Doing It the Ben & Jerry’s Way
At Ben & Jerry’s, we… well, we like to do things differently. Whether it’s building our entire business on the concept of linked prosperity or handing out free cones to all our customers one special day every year as a way of saying thanks, our approach is unconventional, to say the least.
But it’s hard to think of anything we’ve done to match the spectacle of our mid-‘90s search for a new CEO.
A Trip Down Moo-mory Lane
Ben and Jerry had been involved in managing just about every last detail of the business since 1978. By around 1994, they were ready for a change, and both acknowledged that it was probably a good idea to bring someone in from outside the company for a fresh perspective.
Normally, executive recruiting involves a lot of fancy suits, wood-paneled boardrooms, a few rounds of golf, and maybe secret executive handshakes? (To be honest, we’re not totally sure.)
But that’s not the way that Ben and Jerry wanted to do it. Remember, these are guys who opened their first Scoop Shop after taking a $5 correspondence course in ice-cream making.
The “normal” way didn’t interest them at all.
Yo! How Do We Find a CEO?
We’ve had a saying around here for a long time: “If it’s not fun, why do it?” We think that applies to everything we do, even stuff like finding a new CEO.
So Ben and Jerry put on very tall top hats, along with their most serious expressions, and posed for a poster based on the old Army recruitment ad: “We want YOU to be our CEO.”
Their idea for landing a new head honcho? An essay contest. And anyone, anyone at all, regardless of age or experience, could apply.
The Overwhelming Response
How many people do you think sent in entries? OK, we’ll tell you: more than 25,000! We had to use one of our largest conference rooms to hold all the stuff we received. And, because most of those writing to us were hardcore fans, those applications were pretty creative. Here are just a few examples:
- An entry wrapped in a Superman cape and tights
- A customized, and quite intricate, Ben & Jerry’s Monopoly board
- A giant mural of a cow
- A cake with the applicant’s work history rendered in icing on top
- Sneakers painted with Woody (the cow) scenes
- A pint, made of wood, that you had to crack open in order to read the resume within it
- A miniature replica of a hot-air balloon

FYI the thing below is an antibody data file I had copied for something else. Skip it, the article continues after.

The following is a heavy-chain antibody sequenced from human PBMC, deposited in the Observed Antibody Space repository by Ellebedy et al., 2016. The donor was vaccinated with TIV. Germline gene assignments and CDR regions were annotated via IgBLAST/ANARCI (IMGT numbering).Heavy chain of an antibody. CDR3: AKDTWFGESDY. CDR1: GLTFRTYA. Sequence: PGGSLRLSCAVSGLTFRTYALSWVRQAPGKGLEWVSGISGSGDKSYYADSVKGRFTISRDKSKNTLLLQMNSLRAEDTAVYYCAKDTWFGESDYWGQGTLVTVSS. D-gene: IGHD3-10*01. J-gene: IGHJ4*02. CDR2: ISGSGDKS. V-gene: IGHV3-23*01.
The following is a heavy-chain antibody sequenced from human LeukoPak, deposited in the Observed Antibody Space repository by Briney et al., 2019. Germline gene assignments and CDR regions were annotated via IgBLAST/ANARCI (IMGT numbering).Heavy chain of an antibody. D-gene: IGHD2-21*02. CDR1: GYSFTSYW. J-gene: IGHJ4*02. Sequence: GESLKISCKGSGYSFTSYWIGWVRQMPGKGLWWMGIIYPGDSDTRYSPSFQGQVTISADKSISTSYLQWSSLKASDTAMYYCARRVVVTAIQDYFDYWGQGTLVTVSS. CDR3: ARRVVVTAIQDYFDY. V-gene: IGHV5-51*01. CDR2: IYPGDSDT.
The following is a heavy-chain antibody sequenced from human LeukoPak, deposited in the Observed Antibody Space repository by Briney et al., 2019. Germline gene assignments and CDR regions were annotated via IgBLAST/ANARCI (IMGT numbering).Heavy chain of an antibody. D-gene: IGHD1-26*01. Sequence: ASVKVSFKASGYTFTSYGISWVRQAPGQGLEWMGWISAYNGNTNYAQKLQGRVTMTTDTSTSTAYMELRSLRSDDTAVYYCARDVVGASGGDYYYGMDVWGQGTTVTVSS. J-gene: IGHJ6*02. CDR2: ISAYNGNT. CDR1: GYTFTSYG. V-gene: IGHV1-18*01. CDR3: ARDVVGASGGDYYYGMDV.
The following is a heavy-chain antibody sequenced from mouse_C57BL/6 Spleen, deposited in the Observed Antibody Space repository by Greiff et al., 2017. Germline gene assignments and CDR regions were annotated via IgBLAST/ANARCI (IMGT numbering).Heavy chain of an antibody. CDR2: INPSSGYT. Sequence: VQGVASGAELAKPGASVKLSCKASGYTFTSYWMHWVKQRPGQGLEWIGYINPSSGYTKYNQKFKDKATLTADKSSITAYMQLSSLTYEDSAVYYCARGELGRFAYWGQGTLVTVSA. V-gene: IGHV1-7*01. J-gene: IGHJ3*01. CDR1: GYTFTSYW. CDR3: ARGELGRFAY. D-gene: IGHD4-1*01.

- Homemade root beer (when the root beer bottle accidentally exploded, one of the glass shards pierced the hot-air balloon!)
Not an Easy Decision
In the end, after reading through all the entries, three applicants were chosen as second-prize winners. So, while they may have lost out on the CEO spot, they did receive membership in our coveted Ice Cream for Life club:
- Laura Kelm, Columbus, Ohio, for a work of art entitled, “Don’t Hire Me as Your New CEO” (we took her advice)
- Taylor James Caldwell, Valencia, CA, three years old at the time (he’s out of college now), who entered on behalf of his parents who, he said, needed to be “rescued from dead-end jobs”!
- Mark Hyman, Burbank, CA, a TV correspondent, for an amazing video touting his candidacy
Thousands of others received “a rejection letter suitable for framing” and, oh yeah, one person, Bob Holland, was chosen as our new CEO.
Bob’s resume reached us through an executive recruiting firm (boring!), but we had a feeling he might be a perfect fit when, in keeping with the spirit of Jerry and Ben’s contest, his application included a poem, titled “Time, Values, and Ice Cream.” Quick question: Has your CEO ever written poetry?
If It’s Not Fun…
Research indicates that our approach to hiring a chief executive hasn’t exactly caught on throughout corporate America over the past 23 years. Resume cakes, tragically, are still far more rare than plain-old resumes. (What, exactly, are people supposed to eat while conducting interviews?)
Well, we might not have changed the world, at least not this way, but we sure had fun trying.